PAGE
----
- The Washington Times - Thursday, January 28, 2016

Democratic National Committee Chairwoman Debbie Wasserman Schultz is under fire from liberal groups nationally and from progressive Democrats back home in Florida for her handling of the presidential campaign and the party’s finances.

Progressive groups are in full revolt, and Mrs. Wasserman Schultz saw her decision-making challenged this week when a New Hampshire newspaper and liberal cable news network MSNBC announced they would break the DNC’s stranglehold and host an unsanctioned Democratic presidential debate next week.

The five-term congresswoman has also drawn a primary challenge for the first time since being elected to the U.S. House, with Timothy Canova, a professor at Shepard Broad College of Law in Fort Lauderdale accusing her of abusing her leadership position at the DNC.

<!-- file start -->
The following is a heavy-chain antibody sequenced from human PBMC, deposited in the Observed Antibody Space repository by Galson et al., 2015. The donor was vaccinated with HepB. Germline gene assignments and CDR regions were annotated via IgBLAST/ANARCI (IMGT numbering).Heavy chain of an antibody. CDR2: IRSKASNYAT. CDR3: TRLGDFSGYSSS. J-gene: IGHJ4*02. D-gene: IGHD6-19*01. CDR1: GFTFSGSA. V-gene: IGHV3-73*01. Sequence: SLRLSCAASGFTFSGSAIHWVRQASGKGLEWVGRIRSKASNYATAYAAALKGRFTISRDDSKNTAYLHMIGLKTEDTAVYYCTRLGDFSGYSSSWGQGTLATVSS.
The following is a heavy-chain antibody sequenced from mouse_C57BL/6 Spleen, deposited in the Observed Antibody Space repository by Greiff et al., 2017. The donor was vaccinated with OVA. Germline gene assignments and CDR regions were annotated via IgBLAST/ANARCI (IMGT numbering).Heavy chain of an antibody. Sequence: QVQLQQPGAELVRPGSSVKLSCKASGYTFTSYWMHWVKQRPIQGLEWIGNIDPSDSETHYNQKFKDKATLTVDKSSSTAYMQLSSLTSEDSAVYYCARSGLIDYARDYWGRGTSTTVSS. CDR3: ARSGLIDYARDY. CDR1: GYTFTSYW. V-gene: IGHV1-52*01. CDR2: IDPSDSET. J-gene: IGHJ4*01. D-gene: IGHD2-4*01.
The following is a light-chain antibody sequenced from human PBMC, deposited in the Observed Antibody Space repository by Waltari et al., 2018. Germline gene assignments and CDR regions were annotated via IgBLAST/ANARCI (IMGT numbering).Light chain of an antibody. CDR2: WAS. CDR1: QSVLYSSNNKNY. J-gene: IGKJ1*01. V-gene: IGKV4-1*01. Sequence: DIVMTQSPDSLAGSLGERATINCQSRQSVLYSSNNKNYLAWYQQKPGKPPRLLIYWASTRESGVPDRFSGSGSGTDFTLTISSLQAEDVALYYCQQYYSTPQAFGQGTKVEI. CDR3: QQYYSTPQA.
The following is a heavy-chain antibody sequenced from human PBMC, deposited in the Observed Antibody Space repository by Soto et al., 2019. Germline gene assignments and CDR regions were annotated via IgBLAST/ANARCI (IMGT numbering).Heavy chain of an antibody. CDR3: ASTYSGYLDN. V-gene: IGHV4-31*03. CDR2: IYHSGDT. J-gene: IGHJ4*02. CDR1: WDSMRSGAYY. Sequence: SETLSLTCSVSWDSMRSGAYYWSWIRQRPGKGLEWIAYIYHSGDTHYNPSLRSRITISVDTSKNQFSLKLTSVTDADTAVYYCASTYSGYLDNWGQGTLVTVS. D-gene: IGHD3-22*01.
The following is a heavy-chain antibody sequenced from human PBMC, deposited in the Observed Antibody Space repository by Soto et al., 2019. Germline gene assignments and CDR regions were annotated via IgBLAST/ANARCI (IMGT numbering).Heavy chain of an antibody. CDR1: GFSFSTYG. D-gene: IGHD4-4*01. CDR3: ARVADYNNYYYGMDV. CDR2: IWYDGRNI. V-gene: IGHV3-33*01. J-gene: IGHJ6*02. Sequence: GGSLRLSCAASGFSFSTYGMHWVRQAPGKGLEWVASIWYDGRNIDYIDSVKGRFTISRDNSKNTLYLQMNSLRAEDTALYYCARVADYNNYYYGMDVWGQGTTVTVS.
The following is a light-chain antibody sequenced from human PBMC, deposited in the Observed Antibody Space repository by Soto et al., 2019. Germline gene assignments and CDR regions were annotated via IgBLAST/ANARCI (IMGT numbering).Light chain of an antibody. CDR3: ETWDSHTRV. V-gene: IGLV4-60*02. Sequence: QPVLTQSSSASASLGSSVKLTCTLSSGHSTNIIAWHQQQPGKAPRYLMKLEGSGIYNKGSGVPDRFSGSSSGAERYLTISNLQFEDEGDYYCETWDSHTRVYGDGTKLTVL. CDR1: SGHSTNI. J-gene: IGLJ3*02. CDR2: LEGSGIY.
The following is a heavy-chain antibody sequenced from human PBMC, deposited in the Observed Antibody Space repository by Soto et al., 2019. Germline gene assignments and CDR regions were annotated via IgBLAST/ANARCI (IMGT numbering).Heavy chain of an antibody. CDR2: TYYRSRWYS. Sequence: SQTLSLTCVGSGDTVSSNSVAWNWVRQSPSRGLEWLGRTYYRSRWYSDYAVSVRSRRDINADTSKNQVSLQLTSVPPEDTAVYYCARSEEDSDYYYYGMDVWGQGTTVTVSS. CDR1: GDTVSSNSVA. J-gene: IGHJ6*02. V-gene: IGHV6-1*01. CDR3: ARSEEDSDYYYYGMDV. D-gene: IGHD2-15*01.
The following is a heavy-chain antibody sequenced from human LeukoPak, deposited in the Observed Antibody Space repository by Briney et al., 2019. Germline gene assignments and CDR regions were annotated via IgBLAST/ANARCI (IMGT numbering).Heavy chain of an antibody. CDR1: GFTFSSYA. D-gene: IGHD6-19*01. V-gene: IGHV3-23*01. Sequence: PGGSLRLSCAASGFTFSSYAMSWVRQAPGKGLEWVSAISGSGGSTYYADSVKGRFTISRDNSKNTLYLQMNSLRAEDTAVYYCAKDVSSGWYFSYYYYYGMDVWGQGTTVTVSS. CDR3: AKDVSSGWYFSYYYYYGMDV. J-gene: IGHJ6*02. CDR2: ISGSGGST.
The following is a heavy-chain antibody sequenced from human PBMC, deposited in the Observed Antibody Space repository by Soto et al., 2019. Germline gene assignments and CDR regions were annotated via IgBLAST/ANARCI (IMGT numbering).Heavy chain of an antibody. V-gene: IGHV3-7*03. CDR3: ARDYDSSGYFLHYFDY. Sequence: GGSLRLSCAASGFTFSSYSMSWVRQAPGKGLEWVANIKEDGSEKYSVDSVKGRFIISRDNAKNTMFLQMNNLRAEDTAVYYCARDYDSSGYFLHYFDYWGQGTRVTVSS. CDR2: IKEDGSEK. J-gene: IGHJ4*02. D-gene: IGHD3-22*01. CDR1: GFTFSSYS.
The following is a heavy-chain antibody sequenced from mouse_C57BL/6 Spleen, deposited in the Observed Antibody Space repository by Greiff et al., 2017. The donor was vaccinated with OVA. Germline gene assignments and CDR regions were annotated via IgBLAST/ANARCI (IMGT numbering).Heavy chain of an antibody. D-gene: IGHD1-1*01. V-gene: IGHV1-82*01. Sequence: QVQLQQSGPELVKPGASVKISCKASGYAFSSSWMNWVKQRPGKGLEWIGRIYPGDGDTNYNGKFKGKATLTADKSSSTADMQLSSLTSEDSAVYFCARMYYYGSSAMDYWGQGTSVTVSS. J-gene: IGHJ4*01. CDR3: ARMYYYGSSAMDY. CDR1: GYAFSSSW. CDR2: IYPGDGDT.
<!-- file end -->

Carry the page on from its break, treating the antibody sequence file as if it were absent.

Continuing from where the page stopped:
“Debbie Wasserman Schultz has failed in her position as DNC Chair,” Mr. Canova says on his campaign web site. “She has tipped the scales in favor of Hillary Clinton’s presidential campaign, and made sure virtually no one would see the primary debates. She has stood in the way of the progressive movement, and she has consistently put her own political interests ahead of the Democratic party.”

Installed by President Obama as chairwoman of the DNC in 2011, her tenure has been marked by successes — including Mr. Obama’s re-election in 2012 — and criticism, particularly intense in recent months, over how she’s handled the 2016 primary.

The DNC’s decision to sanction a mere six Democratic debates was seen by progressive groups as a way to clear a path for Mrs. Clinton to win the nomination.

The strategy may have backfired, however, with Mrs. Clinton now trailing in polling in New Hampshire and running in a dead heat with Sen. Bernard Sanders in Iowa.